PLUG OK license plate
Fleet campaign: Austin and Mayors / NY State Consortium
Jun 29, 2005 (From the CalCars-News archive)
This posting originally appeared at CalCars-News, our newsletter of breaking CalCars and plug-in hybrid news. View the original posting here.
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Source: Austin Chronicle
[Jun 29, 2005]
Excerpted from Naked City section of Austin Chronicle.

Earlier this month, Mayor Will Wynn addressed the 73rd annual conference of Mayors in Chicago, giving a presentation titled Smart Energy Best Practices for Livable Communities, along with Austin Energy's Roger Duncan, who focused on Austin's plug-in hybrid vehicle initiative. "Austin is at the forefront of the transportation debate," Wynn said. "The beauty of this system is that vehicles charged by the electric system will run on alternative energy sources such as West Texas wind instead of Middle East oil." The city's plug-in plan, first introduced last September, involves purchasing a fleet of next-generation hybrid DaimlerChrysler Sprinter vans for city use, charging them at night with wind power from Austin's award-winning GreenChoice renewable energy utility program, and asking other cities to buy similar fleets of plug-ins, placing huge bulk orders. The goal is to create an economy of scale for the vehicles, making them more affordable and plentiful for everyone. The plug-ins increase fuel economy by 50%, significantly decrease emissions, and are capable of 20 miles worth of all-electric urban driving, according to Duncan.­view.cfm?section=article&storyid=866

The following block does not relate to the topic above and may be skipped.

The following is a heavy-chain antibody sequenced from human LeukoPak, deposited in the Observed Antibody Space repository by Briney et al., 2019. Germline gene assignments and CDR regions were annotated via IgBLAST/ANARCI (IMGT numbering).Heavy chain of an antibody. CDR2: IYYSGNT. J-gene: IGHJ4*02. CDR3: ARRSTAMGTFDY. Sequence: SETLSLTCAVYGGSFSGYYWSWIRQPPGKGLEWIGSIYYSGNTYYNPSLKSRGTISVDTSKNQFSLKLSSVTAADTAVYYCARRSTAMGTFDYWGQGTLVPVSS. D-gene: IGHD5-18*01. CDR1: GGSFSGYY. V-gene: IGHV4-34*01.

Plugging for an Electric Transportation Sector
By Gene Zeltmann
New York Power Authority CEO and President urges development of electric hybrids.
June 26, 2005

Our nation consumes just over 19 million barrels of oil each day, 25 percent of the world total, and nearly 60 percent of that ends up as tailpipe exhaust from cars, trucks and buses. With oil production predicted to peak in five years -- and the number of vehicles on the road continuing to grow -- a Malthusian scenario emerges with clear implications for fuel prices and our economy in the years ahead. Still, we are assured by most experts that the internal combustion engine will be with us for some time to come. Consider that only 88,000 hybrid-electric vehicles were sold in the United States in 2004, accounting for about one-half of 1 percent of total vehicle sales. And this year, with gasoline prices at an all-time high, sales are forecast at around 200,000 hybrid cars, a significant increase, yet still just 1.7 percent of the overall car market.

Despite generous tax incentives offered by the federal government, and most states, including New York, J.D. Power Associates estimates that sales of these vehicles will not exceed 3 percent of the U.S. market by decade’s end, even with gasoline selling above $3 a gallon.

The reason for this peculiar state of affairs is economic: The price premium of $3,000 to $5,000 that consumers must pay for a hybrid vehicle does not in their minds, at least, offset the higher cost of gasoline.